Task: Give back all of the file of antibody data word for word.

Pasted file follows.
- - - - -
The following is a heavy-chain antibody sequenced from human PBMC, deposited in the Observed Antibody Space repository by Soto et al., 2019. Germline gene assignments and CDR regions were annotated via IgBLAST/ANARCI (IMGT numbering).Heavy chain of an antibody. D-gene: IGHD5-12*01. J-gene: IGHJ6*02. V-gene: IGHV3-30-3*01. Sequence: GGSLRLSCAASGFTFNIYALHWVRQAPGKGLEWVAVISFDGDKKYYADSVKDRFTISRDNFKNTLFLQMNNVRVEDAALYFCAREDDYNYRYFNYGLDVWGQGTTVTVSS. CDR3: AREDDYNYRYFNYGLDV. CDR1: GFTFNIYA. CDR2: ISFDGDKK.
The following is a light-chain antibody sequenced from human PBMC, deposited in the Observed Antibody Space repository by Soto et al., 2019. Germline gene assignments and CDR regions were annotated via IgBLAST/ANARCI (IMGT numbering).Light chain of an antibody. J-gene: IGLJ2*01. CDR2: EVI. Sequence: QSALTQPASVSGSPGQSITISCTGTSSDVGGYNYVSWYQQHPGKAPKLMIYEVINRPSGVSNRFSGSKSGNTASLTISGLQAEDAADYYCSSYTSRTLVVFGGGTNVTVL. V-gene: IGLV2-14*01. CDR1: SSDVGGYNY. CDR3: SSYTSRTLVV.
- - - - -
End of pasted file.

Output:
The following is a heavy-chain antibody sequenced from human PBMC, deposited in the Observed Antibody Space repository by Soto et al., 2019. Germline gene assignments and CDR regions were annotated via IgBLAST/ANARCI (IMGT numbering).Heavy chain of an antibody. D-gene: IGHD5-12*01. J-gene: IGHJ6*02. V-gene: IGHV3-30-3*01. Sequence: GGSLRLSCAASGFTFNIYALHWVRQAPGKGLEWVAVISFDGDKKYYADSVKDRFTISRDNFKNTLFLQMNNVRVEDAALYFCAREDDYNYRYFNYGLDVWGQGTTVTVSS. CDR3: AREDDYNYRYFNYGLDV. CDR1: GFTFNIYA. CDR2: ISFDGDKK.
The following is a light-chain antibody sequenced from human PBMC, deposited in the Observed Antibody Space repository by Soto et al., 2019. Germline gene assignments and CDR regions were annotated via IgBLAST/ANARCI (IMGT numbering).Light chain of an antibody. J-gene: IGLJ2*01. CDR2: EVI. Sequence: QSALTQPASVSGSPGQSITISCTGTSSDVGGYNYVSWYQQHPGKAPKLMIYEVINRPSGVSNRFSGSKSGNTASLTISGLQAEDAADYYCSSYTSRTLVVFGGGTNVTVL. V-gene: IGLV2-14*01. CDR1: SSDVGGYNY. CDR3: SSYTSRTLVV.